ACS MEETING - Austin,Texas

November 3 - 6, 2002

Barron Research Group Abstracts


Naureen Shahid, Jimmie D. Weaver, Kyung A. Son-Guidry, Andrew R. Barron
Department of Chemistry, Rice University, 6100 Main Street, Houston, TX, 77005

Poly(propylene fumarate) (PPF) is a biodegradable unsaturated polyester that has been used in tissue engineering, as it can be made to cross-link during orthopedic surgery, to form a solid biodegradable bone cement via an addition polymerization with N-vinyl pyrrolidione. This cement is reliable for areas which are not subjected to high loads, such as, the rib bones. However, this cement is not reliable for bones, such as the femur, that need to support high loads and stress. It has been shown earlier by this group that carbon fiber panels containing lysine alumoxane have increased tensile and short beam shear strengths, where as, panels containing p-hydroxybenzonato alumoxane have increased torsional strength. This study describes the syntheses of the alumoxane containing strong cements and shows how the presence of these two alumoxanes have increased the strength of biodegradable poly(propylene fumarate) - based polymers.


Elizabeth A. Whitsitt and Andrew R. Barron
Department of Chemistry, Rice University, 6100 Main Street, Houston, TX, 77005

Liquid phase deposition of silicon dioxide using fluorosilicic acid solutions saturated with silicon dioxide has been documented in the literature and patented for selected applications in industry. Utilizing this method, we have been able to coat materials, with selectively functionalized surfaces, at low temperatures in aqueous solvent. Fullerenols, or polyhydroxylated fullenes, lend themselves well to this method. Characterization of this novel material was performed with scanning and transmission electron microscopies, and ATR-FTIR , Raman, and UV/Vis spectroscopies.

Synthesis and Characterization of Novel Aluminum-Bipyridyl Complexes

Douglas C. Ogrin and Dr. Andrew R. Barron
Department of Chemistry, Rice University, 6100 Main Street, Houston, TX, 77005

As the interest in molecular devices grows, the use of different metal centers and bridging ligands is being investigated. Our present research focuses on using aluminum complexes with bifunctional pyridyl ligands to synthesize unique Al-N complexes. NMR and X-ray crystallography have been used to characterize these complexes. Of interest, is an equilibrium that develops between a fully complexed, partial complexed, and free ligand. This was first seen in the reaction of di-tert-butyl aluminum phenoxide and bipyradine. This allows for insight into the communication between the two aluminum centers. Other areas of interest include the affect of the aluminum’s Lewis acidity on the overall complex and the maximum distance allowed between aluminum centers before the equilibrium is no longer seen.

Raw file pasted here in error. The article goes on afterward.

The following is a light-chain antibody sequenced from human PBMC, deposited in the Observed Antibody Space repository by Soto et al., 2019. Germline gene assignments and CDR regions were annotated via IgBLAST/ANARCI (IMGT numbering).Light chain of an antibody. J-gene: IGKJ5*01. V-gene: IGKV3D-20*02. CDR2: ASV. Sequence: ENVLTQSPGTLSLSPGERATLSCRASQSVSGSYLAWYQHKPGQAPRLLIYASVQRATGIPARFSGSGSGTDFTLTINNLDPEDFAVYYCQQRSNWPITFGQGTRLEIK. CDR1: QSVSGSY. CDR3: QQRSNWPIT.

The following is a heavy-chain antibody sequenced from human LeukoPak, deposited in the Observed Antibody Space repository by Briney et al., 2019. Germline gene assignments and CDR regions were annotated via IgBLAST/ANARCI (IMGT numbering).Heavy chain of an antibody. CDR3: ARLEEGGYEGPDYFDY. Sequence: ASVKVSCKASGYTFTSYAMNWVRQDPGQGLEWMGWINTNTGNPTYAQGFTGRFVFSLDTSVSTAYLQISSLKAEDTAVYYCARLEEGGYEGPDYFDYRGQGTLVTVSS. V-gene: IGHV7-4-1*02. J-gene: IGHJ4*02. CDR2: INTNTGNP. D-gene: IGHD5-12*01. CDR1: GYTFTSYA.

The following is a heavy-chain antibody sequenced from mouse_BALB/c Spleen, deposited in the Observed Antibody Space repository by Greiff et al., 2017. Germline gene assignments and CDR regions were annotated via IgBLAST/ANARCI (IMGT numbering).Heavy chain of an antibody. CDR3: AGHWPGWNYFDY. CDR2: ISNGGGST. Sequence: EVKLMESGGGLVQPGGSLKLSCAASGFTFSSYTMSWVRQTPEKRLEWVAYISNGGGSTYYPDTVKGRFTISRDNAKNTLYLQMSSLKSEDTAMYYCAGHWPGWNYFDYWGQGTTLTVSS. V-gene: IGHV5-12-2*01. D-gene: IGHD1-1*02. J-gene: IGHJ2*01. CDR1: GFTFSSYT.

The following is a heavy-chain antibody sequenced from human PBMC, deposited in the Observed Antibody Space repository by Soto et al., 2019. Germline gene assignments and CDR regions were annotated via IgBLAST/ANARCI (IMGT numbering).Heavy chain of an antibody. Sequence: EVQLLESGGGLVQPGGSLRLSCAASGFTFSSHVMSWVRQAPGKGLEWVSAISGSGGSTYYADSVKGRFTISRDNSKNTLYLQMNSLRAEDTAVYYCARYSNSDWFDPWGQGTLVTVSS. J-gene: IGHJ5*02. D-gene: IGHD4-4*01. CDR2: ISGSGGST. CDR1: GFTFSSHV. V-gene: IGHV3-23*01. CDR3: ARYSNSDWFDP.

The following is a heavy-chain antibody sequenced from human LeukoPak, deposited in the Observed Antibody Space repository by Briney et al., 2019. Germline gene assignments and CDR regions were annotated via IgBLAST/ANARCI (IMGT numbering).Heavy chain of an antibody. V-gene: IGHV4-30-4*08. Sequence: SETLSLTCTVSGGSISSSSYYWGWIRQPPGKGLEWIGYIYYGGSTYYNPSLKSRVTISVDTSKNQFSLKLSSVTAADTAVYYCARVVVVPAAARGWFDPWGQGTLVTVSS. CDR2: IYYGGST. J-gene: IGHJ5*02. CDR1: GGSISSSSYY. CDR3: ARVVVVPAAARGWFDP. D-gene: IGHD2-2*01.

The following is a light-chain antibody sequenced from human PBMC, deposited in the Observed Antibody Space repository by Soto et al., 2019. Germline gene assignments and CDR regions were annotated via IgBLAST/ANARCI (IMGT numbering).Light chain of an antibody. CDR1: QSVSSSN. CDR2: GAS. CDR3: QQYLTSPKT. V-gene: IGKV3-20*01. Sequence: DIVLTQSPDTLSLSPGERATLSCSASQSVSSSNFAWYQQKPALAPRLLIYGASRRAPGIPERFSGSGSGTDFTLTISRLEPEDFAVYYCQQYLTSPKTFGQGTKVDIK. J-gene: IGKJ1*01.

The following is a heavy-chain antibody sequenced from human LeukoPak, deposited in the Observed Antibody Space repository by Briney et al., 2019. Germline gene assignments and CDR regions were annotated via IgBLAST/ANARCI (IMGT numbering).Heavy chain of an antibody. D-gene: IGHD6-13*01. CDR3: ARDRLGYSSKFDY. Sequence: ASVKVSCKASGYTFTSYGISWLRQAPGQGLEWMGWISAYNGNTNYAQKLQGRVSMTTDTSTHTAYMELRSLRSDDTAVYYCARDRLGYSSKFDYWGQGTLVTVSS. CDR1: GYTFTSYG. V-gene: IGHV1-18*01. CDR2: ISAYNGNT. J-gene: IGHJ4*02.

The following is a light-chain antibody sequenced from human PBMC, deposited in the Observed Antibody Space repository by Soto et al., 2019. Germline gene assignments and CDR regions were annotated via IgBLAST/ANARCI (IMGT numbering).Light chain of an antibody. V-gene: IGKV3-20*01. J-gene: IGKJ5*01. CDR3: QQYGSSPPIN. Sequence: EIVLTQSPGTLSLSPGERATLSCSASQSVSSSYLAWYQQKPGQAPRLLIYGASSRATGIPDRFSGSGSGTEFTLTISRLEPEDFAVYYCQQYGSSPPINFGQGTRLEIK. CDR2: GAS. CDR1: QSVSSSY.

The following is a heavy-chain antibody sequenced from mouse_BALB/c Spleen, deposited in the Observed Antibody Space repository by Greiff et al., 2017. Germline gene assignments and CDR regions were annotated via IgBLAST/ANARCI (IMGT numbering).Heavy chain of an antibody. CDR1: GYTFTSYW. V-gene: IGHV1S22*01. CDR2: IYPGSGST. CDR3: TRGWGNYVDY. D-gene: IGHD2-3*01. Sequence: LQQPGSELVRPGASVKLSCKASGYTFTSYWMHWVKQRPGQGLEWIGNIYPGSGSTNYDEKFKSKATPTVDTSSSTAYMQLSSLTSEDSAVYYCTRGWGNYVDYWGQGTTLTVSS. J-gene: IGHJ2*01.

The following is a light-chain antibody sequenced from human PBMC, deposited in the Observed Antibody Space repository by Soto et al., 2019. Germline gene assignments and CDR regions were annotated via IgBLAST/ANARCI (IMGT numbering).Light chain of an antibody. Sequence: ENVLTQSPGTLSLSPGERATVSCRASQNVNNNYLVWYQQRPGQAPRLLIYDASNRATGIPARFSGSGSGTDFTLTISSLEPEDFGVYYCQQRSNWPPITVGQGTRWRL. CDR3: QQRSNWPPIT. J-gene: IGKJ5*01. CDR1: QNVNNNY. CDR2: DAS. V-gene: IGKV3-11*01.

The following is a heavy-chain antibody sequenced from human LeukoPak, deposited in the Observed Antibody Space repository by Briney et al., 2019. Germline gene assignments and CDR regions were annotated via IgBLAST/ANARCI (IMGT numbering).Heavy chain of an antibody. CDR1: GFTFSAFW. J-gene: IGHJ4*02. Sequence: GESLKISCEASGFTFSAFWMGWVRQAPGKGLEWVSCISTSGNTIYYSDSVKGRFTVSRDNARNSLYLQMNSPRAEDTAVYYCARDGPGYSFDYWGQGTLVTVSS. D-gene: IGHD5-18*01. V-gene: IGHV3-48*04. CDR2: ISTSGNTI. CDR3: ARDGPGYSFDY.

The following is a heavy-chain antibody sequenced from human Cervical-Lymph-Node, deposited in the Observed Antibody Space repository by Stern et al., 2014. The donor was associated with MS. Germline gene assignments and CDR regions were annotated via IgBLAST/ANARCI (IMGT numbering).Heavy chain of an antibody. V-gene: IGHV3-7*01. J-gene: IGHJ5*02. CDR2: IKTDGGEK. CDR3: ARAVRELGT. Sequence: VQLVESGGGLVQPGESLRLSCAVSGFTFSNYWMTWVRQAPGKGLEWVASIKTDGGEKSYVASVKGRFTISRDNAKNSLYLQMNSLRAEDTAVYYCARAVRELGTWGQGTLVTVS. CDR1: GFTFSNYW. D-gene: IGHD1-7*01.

Soft-Lithographic Patterned Features in Carboxylate-Alumoxane Based Ceramics

John Ryan Loscutova and Andrew R. Barron
Department of Chemistry, Rice University, 6100 Main Street, Houston, TX, 77005

Microfabrication of MEMS structures, through the use of soft-lithographic techniques, has been a promising method for producing micrometer and sub-micrometer scale features with high aspect ratios. We have explored the utility of soft lithography in generating features in alumina ceramics derived from various carboxylate-alumoxane precursors. These techniques are employed to form a polydimethylsiloxane mold containing the imprinted patterns, in which the desired sol-gel alumoxane precursor is poured, to produce an imprinted preceramic green body. Alumoxanes are blended in different ratios to alter the properties of shrinkage, hardness, pore size, drying times, and gross curvature. Metals such as lanthanum and calcium can be doped into the alumoxane precursors, to alter these same properties. Through the processes of replica molding and firing to alumina, the patterns undergo shrinkage, and acquire varying degrees of gross curvature without loss of image fidelity. SEM images of the ceramic bodies confirm the presence and aspect qualities of the imprinted features.

The Effect of Additives in Calcium Carbonate Crystalization

Robin Anderson, Andrew R. Barron
Department of Chemistry, Rice University, Houston, TX 77005

Many additives have been utilized in the past to control various aspects of calcium carbonate crystallization, from organics that can form self-assembling monolayers mimicking biomineralization to others that determine crystal size, shape or morphology. This research focuses on the effect that the addition of hydroxybuckminsterfullerenes (fullerols) has of the calcium carbonate crystal formation. One effect is that water-soluble fullerols provide many nucleating sites for calcium carbonate formation, resulting in smaller crystal size. This additive, others and various combinations have been investigated and may lead to new calcium carbonate materials with applications for, among others, filters.

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